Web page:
Historical Sketches of Pocahontas County ~ 1901
By William T. Price
The first newspaper to be published in his county was the Pocahontas Times, founded in 1882 at Huntersville, and later Marlinton, and ceased to be published in 1896. The Marlinton Messenger was first published in 1900.
The first telephone to be built in the county was the Marlinton and Beverly telephone line, finished to Marlinton in August, 1899. That same year, telephone lines were built along all the principal roads of the county.
The first bank to go into business in the county was the Bank of Marlinton in 1899, and later in the same year, the Pocahontas Bank was opened. For more than a year these banks carried in large sums of money by special messengers from the nearest express stations from 45 to 57 miles distant, over lonely roads.
Writing at the time of the railroad development just beginning, the natural resources of the county have not been touched. No attention has been paid to the vast areas of iron ore land in the east of the county, which will someday make this county famous as an iron field.
In the 1890s, it was discovered that Pocahontas County had a vast supply of marble which was equal in value to any marble ever found in the United States. A company has been formed to develop this marble, and it will someday be ranked high among the marble deposits of the world.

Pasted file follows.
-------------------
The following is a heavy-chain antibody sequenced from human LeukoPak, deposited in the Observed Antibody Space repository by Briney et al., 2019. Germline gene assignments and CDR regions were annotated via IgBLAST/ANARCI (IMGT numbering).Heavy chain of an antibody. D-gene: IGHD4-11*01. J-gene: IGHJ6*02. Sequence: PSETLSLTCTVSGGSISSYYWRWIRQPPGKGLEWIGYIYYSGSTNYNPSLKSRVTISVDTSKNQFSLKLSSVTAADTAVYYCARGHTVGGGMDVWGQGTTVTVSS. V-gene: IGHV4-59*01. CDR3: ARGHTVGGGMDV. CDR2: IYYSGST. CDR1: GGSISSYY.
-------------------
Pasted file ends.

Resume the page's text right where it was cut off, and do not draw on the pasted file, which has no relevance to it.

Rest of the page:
The bulk of the timber is still standing, but an immense amount has been floated down the Greenbrier River, the St. Lawrence Boom & Manufacturing Company having removed in this manner a quarter of a billion feet of white pine. The walnut and cherry have been taken out in the last twenty-five years by rafting on the Greenbrier, which was once an important industry, rafting floods in the river being anxiously waited for. There were a number of skillful pilots who could thread their way with a raft of 50,000 feet of lumber between the rocks of this swift river…
Joseph Moore, late of Anthonys Creek, was one of the most widely known citizens of our county in his day. His parents were William Moore and Margaret. It is believed they came from Rockbridge County about 1780. No known relationship is claimed with other branches of the Moores.
They opened up a home on the knoll just south of Preston Harper’s on Knapps Creek, where a rivulet crosses the road. Their house was just below the present road at that point. It was here they lived and died. They were buried on the east side of the creek, on the terrace south of the tenant house now standing there.
These pioneers were the parents of two sons and two daughters: Joseph, John, Mary (Polly), and a daughter whose name seems to be lost to memory.
John went to Kentucky.
Mary was the wife of Colonel John Baxter, who was the first Colonel of the 127th Regiment, and was very prominent in the organization of the county.
Joseph was a soldier in the War of 1812. During his service he met and married Hannah Cady, in East Virginia. She was a native of Connecticut and was a school teacher, and is spoken of by the older people as a sprightly person. Soon after his return, Joseph Moore settled on the homestead, building his house between Goelet’s residence and the barn. He finally moved to Anthony’s Creek.
Their family consisted of five daughters and three sons: Hannah, Sarah, Matilda, Margaret, Abigail, Daniel, Joseph and Henry Harrison…